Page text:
Misadventure on the SS Pembroke, 1899

The SS Pembroke was one of a proud fleet of ships of the Great Western Railway company which carried passengers, freight and mails between Waterford and the UK. While en route to Waterford in February of 1899 she encountered dense fog and ran aground on the Saltee Islands, sparking a major rescue and salvage operation.
SS Pembroke heading inbound to Waterford, Flying huntsman ahead.
AH Poole Collection NLI

http://catalogue.nli.ie/Record/vtls000591122

The SS Pembroke was built by Laird Brothers of Birkenhead, in the year 1880. She was originally a paddle steamer, but in 1896 she was altered by the shipyard into a twin screw steamship as shown above. She was operated by the Great Western Railway Company and did regular sailings on the Waterford to Milford Haven route, latterly Fishguard, and as such would have been a regular sight to the people of the city and the harbour.
SS Pembroke departed Milford port on the 18th February 1899 with 28 passengers, a crew of 30, the mails, and a cargo of 28 tons. The ship was under the command of Captain John Driver. At 6.19am the ship was forced to reduce speed having encountered dense fog off the Wexford coast. At about 6.30am the Master spotted breakers ahead, and immediately ordered the engines to full astern. The response came to late and she struck land.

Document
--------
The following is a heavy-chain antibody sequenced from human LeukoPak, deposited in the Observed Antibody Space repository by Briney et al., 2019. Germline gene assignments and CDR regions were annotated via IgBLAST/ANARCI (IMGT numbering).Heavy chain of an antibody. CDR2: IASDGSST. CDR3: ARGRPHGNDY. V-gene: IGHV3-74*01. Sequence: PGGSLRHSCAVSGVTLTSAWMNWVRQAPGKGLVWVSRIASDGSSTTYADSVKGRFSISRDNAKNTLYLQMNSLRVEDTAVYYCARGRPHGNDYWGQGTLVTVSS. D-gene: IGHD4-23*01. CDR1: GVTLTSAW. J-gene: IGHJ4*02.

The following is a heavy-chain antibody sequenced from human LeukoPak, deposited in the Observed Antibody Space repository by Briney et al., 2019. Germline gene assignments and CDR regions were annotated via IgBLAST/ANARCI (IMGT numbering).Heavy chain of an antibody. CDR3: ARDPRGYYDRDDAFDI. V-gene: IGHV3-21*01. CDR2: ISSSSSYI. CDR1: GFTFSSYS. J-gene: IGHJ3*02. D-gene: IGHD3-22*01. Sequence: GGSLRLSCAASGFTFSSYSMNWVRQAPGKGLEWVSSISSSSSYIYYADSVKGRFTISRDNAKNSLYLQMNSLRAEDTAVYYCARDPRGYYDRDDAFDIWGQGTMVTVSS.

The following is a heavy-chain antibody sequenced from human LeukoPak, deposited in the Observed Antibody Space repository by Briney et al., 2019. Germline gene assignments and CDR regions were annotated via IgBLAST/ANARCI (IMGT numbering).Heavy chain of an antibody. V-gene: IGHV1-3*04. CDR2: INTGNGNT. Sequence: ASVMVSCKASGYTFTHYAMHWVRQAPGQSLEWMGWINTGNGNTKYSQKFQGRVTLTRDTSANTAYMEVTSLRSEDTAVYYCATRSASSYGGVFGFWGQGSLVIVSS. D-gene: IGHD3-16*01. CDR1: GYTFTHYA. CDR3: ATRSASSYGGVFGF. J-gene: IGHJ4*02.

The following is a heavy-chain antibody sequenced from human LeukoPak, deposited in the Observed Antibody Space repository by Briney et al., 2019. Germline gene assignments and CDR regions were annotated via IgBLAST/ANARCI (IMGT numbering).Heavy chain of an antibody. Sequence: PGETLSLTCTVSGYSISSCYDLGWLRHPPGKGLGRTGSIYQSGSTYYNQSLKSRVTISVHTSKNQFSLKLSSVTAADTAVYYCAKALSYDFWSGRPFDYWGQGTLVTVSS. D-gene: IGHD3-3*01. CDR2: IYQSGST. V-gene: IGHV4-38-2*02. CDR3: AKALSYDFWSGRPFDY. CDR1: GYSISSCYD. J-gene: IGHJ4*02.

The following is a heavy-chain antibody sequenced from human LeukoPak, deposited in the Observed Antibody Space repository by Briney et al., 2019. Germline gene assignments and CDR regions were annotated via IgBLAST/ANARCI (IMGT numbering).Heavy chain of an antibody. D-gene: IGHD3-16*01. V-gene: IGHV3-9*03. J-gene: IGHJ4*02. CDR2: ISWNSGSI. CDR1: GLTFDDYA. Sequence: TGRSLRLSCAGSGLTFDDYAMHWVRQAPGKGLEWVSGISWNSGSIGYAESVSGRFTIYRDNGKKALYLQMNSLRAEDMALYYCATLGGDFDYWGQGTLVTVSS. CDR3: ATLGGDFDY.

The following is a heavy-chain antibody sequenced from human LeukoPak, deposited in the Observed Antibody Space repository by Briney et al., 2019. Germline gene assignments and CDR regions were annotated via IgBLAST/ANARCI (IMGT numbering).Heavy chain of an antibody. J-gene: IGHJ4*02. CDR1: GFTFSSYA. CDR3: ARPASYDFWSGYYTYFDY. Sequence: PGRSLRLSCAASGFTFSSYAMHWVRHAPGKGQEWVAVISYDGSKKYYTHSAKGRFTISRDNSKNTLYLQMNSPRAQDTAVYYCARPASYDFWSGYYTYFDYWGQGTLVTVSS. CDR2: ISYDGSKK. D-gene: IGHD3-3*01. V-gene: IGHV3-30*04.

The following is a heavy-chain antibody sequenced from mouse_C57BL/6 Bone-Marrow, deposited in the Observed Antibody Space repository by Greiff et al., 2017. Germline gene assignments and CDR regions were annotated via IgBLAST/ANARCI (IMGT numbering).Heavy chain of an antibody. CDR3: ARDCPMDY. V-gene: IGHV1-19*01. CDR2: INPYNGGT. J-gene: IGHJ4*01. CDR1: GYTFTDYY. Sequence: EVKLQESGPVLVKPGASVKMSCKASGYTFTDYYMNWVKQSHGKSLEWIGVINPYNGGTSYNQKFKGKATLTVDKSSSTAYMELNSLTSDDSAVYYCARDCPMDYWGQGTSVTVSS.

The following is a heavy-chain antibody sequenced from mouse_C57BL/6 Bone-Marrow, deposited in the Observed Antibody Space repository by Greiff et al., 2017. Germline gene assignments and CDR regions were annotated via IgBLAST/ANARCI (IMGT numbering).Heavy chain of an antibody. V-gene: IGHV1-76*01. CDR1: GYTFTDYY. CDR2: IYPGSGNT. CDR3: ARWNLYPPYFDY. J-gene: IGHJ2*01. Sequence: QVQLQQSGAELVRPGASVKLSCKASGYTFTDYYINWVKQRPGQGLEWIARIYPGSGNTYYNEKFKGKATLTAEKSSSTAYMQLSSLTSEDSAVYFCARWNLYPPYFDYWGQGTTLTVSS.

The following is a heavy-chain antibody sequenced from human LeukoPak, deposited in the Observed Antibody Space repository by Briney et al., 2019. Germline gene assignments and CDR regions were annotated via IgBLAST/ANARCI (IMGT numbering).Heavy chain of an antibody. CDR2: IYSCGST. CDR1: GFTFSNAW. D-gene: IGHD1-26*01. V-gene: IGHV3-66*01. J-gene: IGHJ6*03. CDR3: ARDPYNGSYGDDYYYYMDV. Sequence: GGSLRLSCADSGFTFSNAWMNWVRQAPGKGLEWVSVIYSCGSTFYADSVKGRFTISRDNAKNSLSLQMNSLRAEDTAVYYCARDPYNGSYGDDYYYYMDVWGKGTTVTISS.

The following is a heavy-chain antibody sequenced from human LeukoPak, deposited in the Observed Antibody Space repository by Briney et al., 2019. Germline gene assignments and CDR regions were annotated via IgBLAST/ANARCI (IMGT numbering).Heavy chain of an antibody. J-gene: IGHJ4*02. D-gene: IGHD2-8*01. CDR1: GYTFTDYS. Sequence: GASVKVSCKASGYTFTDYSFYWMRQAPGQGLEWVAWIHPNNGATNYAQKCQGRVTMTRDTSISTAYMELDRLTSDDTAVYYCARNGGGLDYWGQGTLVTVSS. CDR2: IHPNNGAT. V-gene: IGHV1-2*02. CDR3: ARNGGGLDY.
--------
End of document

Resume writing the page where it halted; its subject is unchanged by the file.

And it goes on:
Aground on North Saltee- AH Poole Collection NLI

http://catalogue.nli.ie/Record/vtls000591118

A passenger takes up the story; “…we were thrown out of our bunks onto the cabin floor. For a few seconds we heard a terrible sound underneath the vessel.  The rest of the passengers thought that the vessel had collided with another vessel and was sinking…When we got on deck, other passengers were huddled together in a group, half dressed. Among the passengers were some ladies, who seemed very calm, while male passengers were running about in terror. The captain ordered the boats to be launched and by 7 o clock all the passengers were landed on the island”(1)
The land they encountered was one of the Saltee Islands and there were two men staying on the island at the time (William Culleton and Anthony Morgan).  These men guided the ships boats in, and treated the passengers to tea and tried to make them comfortable. The second mate then set off in a ships boat for Kilmore Quay where he raised the alarm by telegram to Waterford. The entire fishing fleet set to sea and the tug “Flying Huntsman” part of the Waterford Steamship Co fleet which was then at Dunmore responded and eventually took on the passengers, cargo and the mail and brought all to Waterford that same day.(2)
Paddle tug, Flying Huntsman at Limerick,
courtesy of Frank Cheevers and NLI

A man named Ensor from Queenstown (Dun Laoghaire) was engaged as salvor and it was considered feasible to refloat the ship.  This was achieved five days later on the 23rd Feb and under the Pembroke’s own steam, but with several tugs on stand-by, she was brought into Waterford harbour and up to Cheekpoint.(3)

Aground again, but purposely
AH Poole Collection NLI